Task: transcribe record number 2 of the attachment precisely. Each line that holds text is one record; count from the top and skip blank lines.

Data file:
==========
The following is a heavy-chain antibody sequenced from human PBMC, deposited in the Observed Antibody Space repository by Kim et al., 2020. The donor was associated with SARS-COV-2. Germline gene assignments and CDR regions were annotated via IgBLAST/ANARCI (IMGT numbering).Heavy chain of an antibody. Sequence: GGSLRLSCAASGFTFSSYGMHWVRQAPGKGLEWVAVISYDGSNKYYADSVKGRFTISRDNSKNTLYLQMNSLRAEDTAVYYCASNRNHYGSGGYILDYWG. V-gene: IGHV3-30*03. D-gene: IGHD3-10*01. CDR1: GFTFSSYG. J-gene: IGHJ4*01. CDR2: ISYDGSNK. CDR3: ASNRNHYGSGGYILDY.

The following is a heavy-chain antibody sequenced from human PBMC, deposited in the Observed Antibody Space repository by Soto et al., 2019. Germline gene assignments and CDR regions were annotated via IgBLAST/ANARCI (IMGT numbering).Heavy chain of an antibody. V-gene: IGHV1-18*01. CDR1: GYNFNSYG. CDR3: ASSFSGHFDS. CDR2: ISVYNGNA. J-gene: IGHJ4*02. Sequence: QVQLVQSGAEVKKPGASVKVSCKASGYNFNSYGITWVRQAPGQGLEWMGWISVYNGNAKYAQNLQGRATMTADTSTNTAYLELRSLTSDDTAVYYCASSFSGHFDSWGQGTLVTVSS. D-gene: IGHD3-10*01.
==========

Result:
The following is a heavy-chain antibody sequenced from human PBMC, deposited in the Observed Antibody Space repository by Soto et al., 2019. Germline gene assignments and CDR regions were annotated via IgBLAST/ANARCI (IMGT numbering).Heavy chain of an antibody. V-gene: IGHV1-18*01. CDR1: GYNFNSYG. CDR3: ASSFSGHFDS. CDR2: ISVYNGNA. J-gene: IGHJ4*02. Sequence: QVQLVQSGAEVKKPGASVKVSCKASGYNFNSYGITWVRQAPGQGLEWMGWISVYNGNAKYAQNLQGRATMTADTSTNTAYLELRSLTSDDTAVYYCASSFSGHFDSWGQGTLVTVSS. D-gene: IGHD3-10*01.